Same old dungeon, lighthearted new feel
Mashups are often born purely for fanservice-related reasons, and as you can probably guess, the results are mixed. For instance, it would be tough for an RPG developer to make an action game based on two different puzzle properties, but odder mixes have been done in the past.
With Etrian Mystery Dungeon, it feels like a match made in heaven. Spike Chunsoft and Atlus have been making RPGs for what seems like a lifetime, and Etrian Odyssey is basically a Mystery title already strictly in terms of its dungeon crawling emphasis.
As one would expect, it mostly works out even if the formula is a bit dated.
Etrian Mystery Dungeon (3DS)
Developer: Spike Chunsoft, Atlus
Release Date: April 7, 2015
If you’ve never played a Mystery Dungeon title before, it’s fairly easy to explain, despite the fact that each title is quite difficult to master. It’s a roguelike (and I actually mean roguelike, not the overuse of the buzz term to denote permadeath) that takes place mostly within randomly generated labyrinthine locations, tasking one with staving off monsters, earning loot, and leveling up a swarthy crew. It’s entirely turn-based and takes place on an invisible grid that can be toggled at will — so if you don’t move, even if there are enemies in the room, nothing happens.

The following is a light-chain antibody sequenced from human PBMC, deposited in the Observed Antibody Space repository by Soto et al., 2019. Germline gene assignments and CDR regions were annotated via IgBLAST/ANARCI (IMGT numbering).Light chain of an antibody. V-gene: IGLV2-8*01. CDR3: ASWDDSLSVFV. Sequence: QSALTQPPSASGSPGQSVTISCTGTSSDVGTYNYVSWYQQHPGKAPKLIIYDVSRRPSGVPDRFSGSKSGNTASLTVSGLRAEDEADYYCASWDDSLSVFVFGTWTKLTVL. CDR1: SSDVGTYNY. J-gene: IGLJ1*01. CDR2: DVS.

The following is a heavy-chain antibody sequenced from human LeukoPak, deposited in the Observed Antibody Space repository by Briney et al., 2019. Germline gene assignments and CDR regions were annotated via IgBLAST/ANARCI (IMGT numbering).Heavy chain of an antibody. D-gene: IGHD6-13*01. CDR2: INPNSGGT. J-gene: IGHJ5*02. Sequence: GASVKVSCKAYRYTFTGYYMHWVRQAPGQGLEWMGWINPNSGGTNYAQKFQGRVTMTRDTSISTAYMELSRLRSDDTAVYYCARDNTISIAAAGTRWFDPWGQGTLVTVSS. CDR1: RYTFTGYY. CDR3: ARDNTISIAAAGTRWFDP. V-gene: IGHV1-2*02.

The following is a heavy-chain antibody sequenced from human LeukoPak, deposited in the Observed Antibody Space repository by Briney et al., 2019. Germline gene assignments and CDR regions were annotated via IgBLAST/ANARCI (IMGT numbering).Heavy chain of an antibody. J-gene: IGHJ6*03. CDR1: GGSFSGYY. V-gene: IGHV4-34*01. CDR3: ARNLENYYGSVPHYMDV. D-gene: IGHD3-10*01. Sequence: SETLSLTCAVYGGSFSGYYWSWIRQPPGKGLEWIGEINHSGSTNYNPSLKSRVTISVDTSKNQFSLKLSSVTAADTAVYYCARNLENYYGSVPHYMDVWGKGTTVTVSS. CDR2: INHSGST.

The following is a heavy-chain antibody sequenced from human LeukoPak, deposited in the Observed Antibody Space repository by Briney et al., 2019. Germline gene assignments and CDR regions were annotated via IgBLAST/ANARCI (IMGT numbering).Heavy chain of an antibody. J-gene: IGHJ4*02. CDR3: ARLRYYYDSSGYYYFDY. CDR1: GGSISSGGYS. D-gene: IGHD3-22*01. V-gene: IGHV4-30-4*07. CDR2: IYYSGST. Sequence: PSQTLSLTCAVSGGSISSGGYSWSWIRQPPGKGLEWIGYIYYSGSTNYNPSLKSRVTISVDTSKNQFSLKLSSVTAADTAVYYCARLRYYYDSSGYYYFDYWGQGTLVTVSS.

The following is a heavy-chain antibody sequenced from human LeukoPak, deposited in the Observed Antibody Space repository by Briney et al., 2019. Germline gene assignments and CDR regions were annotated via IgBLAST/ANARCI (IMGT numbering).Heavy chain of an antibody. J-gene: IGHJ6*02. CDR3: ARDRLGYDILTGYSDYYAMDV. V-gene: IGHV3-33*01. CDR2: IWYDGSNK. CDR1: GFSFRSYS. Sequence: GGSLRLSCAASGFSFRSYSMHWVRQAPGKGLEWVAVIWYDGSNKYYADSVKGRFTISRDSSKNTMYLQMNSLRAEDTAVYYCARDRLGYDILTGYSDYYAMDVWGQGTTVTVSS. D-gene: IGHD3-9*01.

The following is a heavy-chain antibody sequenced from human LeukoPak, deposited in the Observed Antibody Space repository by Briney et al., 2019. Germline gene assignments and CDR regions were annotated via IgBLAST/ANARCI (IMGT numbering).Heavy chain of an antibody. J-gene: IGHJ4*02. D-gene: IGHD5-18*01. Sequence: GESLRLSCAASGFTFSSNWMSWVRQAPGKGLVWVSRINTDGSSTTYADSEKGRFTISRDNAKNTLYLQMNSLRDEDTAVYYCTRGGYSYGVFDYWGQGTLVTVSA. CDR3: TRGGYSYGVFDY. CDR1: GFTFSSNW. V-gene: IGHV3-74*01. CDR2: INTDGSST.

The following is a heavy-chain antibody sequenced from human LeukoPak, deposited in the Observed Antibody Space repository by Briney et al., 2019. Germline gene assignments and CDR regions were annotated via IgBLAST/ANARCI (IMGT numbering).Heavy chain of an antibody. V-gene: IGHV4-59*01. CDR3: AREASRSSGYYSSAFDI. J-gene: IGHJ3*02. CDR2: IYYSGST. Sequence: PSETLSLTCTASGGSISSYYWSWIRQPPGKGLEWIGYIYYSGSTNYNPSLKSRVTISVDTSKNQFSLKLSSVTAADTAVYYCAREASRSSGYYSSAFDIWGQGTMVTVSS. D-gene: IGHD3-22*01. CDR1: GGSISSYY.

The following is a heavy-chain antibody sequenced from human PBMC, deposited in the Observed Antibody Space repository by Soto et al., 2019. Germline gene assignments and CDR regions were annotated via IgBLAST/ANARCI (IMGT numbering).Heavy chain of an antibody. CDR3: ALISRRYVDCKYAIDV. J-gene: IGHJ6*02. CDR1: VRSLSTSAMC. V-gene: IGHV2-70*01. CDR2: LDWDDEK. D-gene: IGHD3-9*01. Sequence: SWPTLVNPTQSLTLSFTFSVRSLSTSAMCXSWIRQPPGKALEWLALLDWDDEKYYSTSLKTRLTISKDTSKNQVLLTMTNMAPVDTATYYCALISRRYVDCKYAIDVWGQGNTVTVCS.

It’s less of an action game and more of a tactical affair, where position and conservation of gear and skill points matter. In Etrian Mystery specifically this is mostly due to the fact that every step takes FP (Food Points), you can only carry a certain amount of items into a dungeon, and the toughest limitation of all — your party has to actually finish or escape a dungeon to get any loot and prevent any losses of gold or items. If you fail in any fashion, it automatically saves your game and it’s back to town with your tail between your legs.
The way movement and combat works is through a “leader” system, controlling one of four members with the other three in tow. While you’re in control one can manipulate any character at will, but the others will go about their business automatically with a sort of Gambit-like system. You’ll also be able to change your formation to protect more fragile members, and since many monsters can one-shot casters, it’s important to get used to the practice.
Party composition absolutely matters too, and having two melee with two ranged characters will make a world of difference. Naturally choosing what classes will take you quite a while to decide, as there are ton of options, including but not limited to tanks (Defender), healers (Medic), debuffers (Hexer), warriors (Landsknecht), ninjas, samurai (Wanderer), dancers, casters (Runemaster), and more eccentric hybrid classes like royals. CPU characters mostly make good decisions, but unfortunately the Gambit mechanic only has an “on or off” toggle for abilities — no complicated formulas to flip through to get exactly what you want. Of course, that’s where manually switching leaders comes in, and bosses give you direct control over each member for every action.